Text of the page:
• Attending any continued Section 341 Meeting of Creditors;
• Reviewing and advising regarding any 2004 exams and attending related exam;
• Reviewing and advising you regarding any audit by the US Trustee;
• Preparing and filing claims or objections to claims when appropriate;
• Reviewing and advising you regarding any lien avoidance matters;
• Drafting and/or negotiating a reaffirmation agreement and attending any related hearing;
• Preparing and filing any amendments to your statements and schedules; and
• Preparing and filing a motion to reinstate the case.

(CV ECF No. 4-1 at 8–9.) Although the Pre-Filing Agreement expressly limits the services provided, the "Additional Important Terms" section of the Pre-Filing Agreement states:

Unbundling or Limited-Scope Representation. By signing below, you acknowledge that the Law Firm has expressed that it is ready, willing and able to represent you for your entire Chapter 7 case, even if you choose the File Now Pay Later option, which will require you to sign a Post-Filing Agreement. If you choose the File Now Pay Later option, you further represent that you are not doing this with the intention of having the Law Firm simply file your case and then withdraw, but instead to facilitate you making payments over time for your attorney fee so that you can have an attorney represent you through the entire Chapter 7 process.

(CV ECF No. 4-1 at 14–15.)

To fund the bifurcated agreements' "file now pay later" approach, Appellant entered into a Line of Credit and Accounts Receivable Management Agreement ("FSF Agreement") with a third party, Fresh Start Funding ("FSF"). (CSP ECF No. 42 at 6.) Pursuant to the FSF Agreement, FSF collects payments for Appellant and applies those payments to the amount Appellant owes under the line of credit. (Id. at 7.) However, the service comes at a cost. FSF advances 75% of the post-petition fee associated for each approved account and maintains 25% of the post-petition attorney fees as a fee for its services. (CV ECF No. 8-1 at 119.) Accordingly, the client pays a different fee for the bifurcated arrangements. If the client chooses the traditional "pay before you file" option, then the client enters an agreement with Appellant "covering both pre-filing and post-filing services for a fixed fee of $2,350 (including the filing fee) and providing for a certain supplemental post-filing services charged at $300 per hour for attorney time and $250 per hour for paralegal time." (CSP ECF No. 50 at 3–4.) On the other hand, if the client chooses the bifurcated "file now pay later" option, Appellant charges more money to cover the added cost of fees owed to a third-party, FSF. (Id. at 4.) However, despite charging more, Appellant testified that he is still making less on the case because the added fees go to FSF—not to Appellant. (CV ECF No. 8-1 at 120.)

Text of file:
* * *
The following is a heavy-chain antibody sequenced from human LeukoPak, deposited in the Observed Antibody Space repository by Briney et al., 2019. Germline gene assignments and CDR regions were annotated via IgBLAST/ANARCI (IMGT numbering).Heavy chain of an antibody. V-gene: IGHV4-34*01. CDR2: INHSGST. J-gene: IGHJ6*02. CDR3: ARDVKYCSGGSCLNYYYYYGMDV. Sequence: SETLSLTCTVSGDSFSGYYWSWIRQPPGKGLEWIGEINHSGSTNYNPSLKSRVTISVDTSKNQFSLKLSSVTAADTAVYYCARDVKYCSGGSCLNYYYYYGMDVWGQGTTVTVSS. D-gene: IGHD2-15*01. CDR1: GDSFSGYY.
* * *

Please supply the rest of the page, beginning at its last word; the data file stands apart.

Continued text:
These appeals arise from three (3) separate Chapter 7 cases that Appellant filed using the bifurcated agreement approach.2 Pursuant to their respective agreements, Charles and Shirley Prophet paid $1,200.00 for pre-filing services and $1,200.00 for post-filing services, (CSP ECF No. 42 at 10 ¶¶ 46, 55); Steven Rosenschein paid $500.00 for pre-filing services and $2,060.00 for post-filing services, (CSP ECF No. 42 at 12 ¶¶ 60–61); and Christine Naughton paid $0.00 for pre-filing services and $2,800.00 for post-filing services, (CV ECF No. 8-1 at 153; CN ECF No. 41 at 8 ¶ 39).

Acting United States Trustee3 John P. Fitzgerald, III, (the "UST") moved in all three (3) cases for review of Appellant's use of the bifurcated fee agreements, cancellation of the bifurcated agreements, disallowance and return of the fees paid to Appellant, and other relief appropriate under 11 U.S.C. §§ 105(a), 329(b), 526, Fed. R. Bankr. P. 2016 and 2017. (CSP ECF No. 22 at 1; CV ECF No. 8-1 at 12.) The UST alleged that the agreements violated SC LBR 9011-1(b). (CSP No. 22 at 12; CV ECF No. 8-1 at 23.) The Bankruptcy Court agreed with the UST, holding that the bifurcated agreements are impermissible under the Local Rule and ordered Appellant to return all fees paid post-petition under the agreements, less any filing fees or out of pocket costs.4 (CSP ECF No. 50; SR ECF No. 43; CN ECF No. 41.) Appellant appealed all three (3) orders to this court. (CV ECF No. 1.)

B. Chapter 7 Bankruptcy Cases

The cases before the court illustrate the challenges faced by Chapter 7 debtors and debtors’ counsel when individuals in need of bankruptcy relief are unable to pay a pre-petition flat fee to hire an attorney. See, e.g. , In re Hazlett , No. 16-30360, 2019 WL 1567751, at *5 (Bankr. D. Utah Apr. 10, 2019) ("The Court is not alone in its concern as to how the...

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  • Fake and Real People in Bankruptcy
    • United States
    • Emory University School of Law Emory Bankruptcy Developments Journal No. 39-3, September 2023
    • Invalid date
    ...").93. See Melissa B. Jacoby, Superdelegation and Gatekeeping in Bankruptcy Courts, 87 Temp. L. Rev. 875 (2015).94. In re Prophet, 639 B.R. 664, 676 (Bankr. D.S.C. 2022) (holding that bifurcated fee agreements were not per se prohibited by local rules of procedure and remanding for further ......